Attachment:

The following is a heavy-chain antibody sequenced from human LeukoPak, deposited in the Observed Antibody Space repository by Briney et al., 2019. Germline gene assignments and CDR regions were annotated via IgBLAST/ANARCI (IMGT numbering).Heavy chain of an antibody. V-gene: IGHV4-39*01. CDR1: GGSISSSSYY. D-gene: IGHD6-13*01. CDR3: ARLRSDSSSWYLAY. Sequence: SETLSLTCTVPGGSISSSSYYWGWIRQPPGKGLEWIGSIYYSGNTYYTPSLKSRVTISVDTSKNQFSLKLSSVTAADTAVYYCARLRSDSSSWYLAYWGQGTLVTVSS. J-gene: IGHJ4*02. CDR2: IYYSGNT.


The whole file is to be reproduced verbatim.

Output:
The following is a heavy-chain antibody sequenced from human LeukoPak, deposited in the Observed Antibody Space repository by Briney et al., 2019. Germline gene assignments and CDR regions were annotated via IgBLAST/ANARCI (IMGT numbering).Heavy chain of an antibody. V-gene: IGHV4-39*01. CDR1: GGSISSSSYY. D-gene: IGHD6-13*01. CDR3: ARLRSDSSSWYLAY. Sequence: SETLSLTCTVPGGSISSSSYYWGWIRQPPGKGLEWIGSIYYSGNTYYTPSLKSRVTISVDTSKNQFSLKLSSVTAADTAVYYCARLRSDSSSWYLAYWGQGTLVTVSS. J-gene: IGHJ4*02. CDR2: IYYSGNT.